Secretary of Education T.H. Bell resigned yesterday, ending four years of what he called "a splendid misery."
"It's been an exciting four years," Bell said. "I think Winston Churchill was the first one to use the term 'a splendid misery.' But it's been more splendid than misery."
He said his major achievement was commissioning "A Nation at Risk," the comprehensive report on the state of education in America that made education a major national issue.
Failing to convince teacher unions of his "grave concern" that the teaching profession is in trouble, Bell said, was his most regrettable failure. Teaching, he said, is not drawing its fair share of top talent.
The last Cabinet member named in the first Reagan administration, Bell drove to Washington from Utah in a rented truck. He was charged with carrying out President Reagan's campaign promise to abolish the Department of Education.
Instead, Bell raised the department's profile, defined the state of education and established a leadership role for the federal government in education, even as the administration urged more state and local control.
In the process, he earned the respect of the education establishment but the enmity of political conservatives who have lobbied for less federal involvement in the nation's classrooms.
A moderate Republican and dedicated educator, Bell skillfully, if not comfortably, walked a political tightrope throughout his tenure, at times differing with administration positions but still managing to deflect criticism of Reagan's educational objectives by turning his dedication to his constituency to the president's political advantage.
His anticipated resignation, submitted to the White House Wednesday, cited "personal circumstances" and called the past four years the most "challenging and exciting" of his professional life.
"I leave my position feeling that we are in the midst of a lasting and meaningful academic renewal that will benefit millions of learners in our nation's schools and colleges," Bell said. He had not talked to the president, who is in California, but was awaiting a telephone call from the West Coast.
During Bell's term as secretary, the structure of federal education programs changed dramatically, with much of the department's aid to public schools being channeled through block grants, which give state and local officials greatly increased discretion.
But one the fondest wishes of conservatives, embodied in the Republican Party platform of 1980 but eliminated this year, was the abolition of the department. That goal was quietly abandoned in the weeks that followed the release of the excellence commission's report on public schools.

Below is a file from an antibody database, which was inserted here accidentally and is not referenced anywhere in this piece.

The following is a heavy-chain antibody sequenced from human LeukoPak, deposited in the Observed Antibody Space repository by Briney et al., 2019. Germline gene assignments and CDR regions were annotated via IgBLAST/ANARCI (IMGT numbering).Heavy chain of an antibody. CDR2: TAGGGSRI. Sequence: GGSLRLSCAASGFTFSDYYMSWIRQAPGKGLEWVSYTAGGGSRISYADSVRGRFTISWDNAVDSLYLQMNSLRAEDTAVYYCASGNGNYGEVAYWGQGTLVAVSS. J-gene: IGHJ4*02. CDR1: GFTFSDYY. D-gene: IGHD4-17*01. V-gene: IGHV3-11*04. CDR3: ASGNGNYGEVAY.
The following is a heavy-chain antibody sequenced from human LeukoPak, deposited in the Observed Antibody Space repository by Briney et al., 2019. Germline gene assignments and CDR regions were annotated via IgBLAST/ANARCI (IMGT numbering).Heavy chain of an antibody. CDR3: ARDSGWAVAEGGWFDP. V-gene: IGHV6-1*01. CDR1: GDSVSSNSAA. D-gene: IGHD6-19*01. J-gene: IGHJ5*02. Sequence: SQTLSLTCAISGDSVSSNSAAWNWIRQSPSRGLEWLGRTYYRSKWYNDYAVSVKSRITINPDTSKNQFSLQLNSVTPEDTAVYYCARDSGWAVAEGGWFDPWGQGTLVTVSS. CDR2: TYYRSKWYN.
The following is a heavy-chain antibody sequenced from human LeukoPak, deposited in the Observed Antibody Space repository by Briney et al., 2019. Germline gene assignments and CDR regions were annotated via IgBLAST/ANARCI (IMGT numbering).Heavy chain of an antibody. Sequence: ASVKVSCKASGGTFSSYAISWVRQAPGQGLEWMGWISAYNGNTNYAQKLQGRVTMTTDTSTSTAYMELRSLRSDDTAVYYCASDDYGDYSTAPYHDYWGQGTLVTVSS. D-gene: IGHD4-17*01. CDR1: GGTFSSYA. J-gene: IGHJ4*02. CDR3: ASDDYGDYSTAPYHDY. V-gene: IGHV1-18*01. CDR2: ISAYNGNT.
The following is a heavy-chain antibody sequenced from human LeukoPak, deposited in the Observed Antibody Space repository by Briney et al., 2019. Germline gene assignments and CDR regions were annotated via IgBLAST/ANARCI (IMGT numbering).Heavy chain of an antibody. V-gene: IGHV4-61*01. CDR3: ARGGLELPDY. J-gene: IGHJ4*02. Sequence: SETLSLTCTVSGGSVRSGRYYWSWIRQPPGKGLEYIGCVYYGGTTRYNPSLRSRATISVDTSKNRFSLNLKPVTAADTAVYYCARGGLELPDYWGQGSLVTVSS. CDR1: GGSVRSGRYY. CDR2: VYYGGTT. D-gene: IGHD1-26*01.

Through his appointment of the commission, which warned of a rising tide of mediocrity in education, Bell helped create and shape a nationwide groundswell of concern about the quality of schools.
Reagan, in effect, jumped on Bell's bandwagon, endorsing the report, which was released in April 1983, and giving 51 speeches on its themes.
All this represented a radical shift in the administration's policy that originally had three goals: abolish the Education Department (which was created by Congress when Jimmy Carter was president), offer tuition tax credits to families with children in private schools and permit prayers in public schools.
Bell testified in support of all Reagan's proposals for major cuts in federal education spending, but when Congress refused to go along with most of them, he did not seem disappointed. Shortly before the election Bell spoke proudly at a news conference about how much Education Department spending had grown, from $14.8 billion in fiscal 1981 to $18.3 billion for fiscal 1985.
In an interview last month with the Chronicle of Higher Education, Bell said he would "continue to persuade Office of Management and Budget Director David Stockman that education is such a high priority . . . that you have to put it alongside of national defense when you consider budget levels."
Politically, the result of Bell's efforts was to blunt attacks by education groups and Democratic presidential nominee Walter F. Mondale that Reagan was opposed to education.
The excellence commission report, and Bell's and Reagan's speeches after it, probably did add considerable impetus to state and local efforts -- already under way in many places -- to raise educational standards and quality.
In effect, this has meant a deemphasis of efforts to use education as a vehicle for social reform through desegregation or special programs aimed at low-income children, though in the past year Bell has spoken repeatedly about the need to reduce the number of high school dropouts.
Accompanied at a farewell news conference yesterday by his wife, Betty, and Peter, one of their two sons, Bell said he wanted to get back to the family business, a sod farm, which they started a year before he received the call from Reagan to go to Washington.
He said he left then, even though the business needed his personal attention, because "a strong ego overpowered a weak intellect and I just couldn't resist."
Bell, who will be 63 on Sunday, will teach in the University of Utah's School of Administration, he said, for the more than two years he needs to qualify for pension benefits.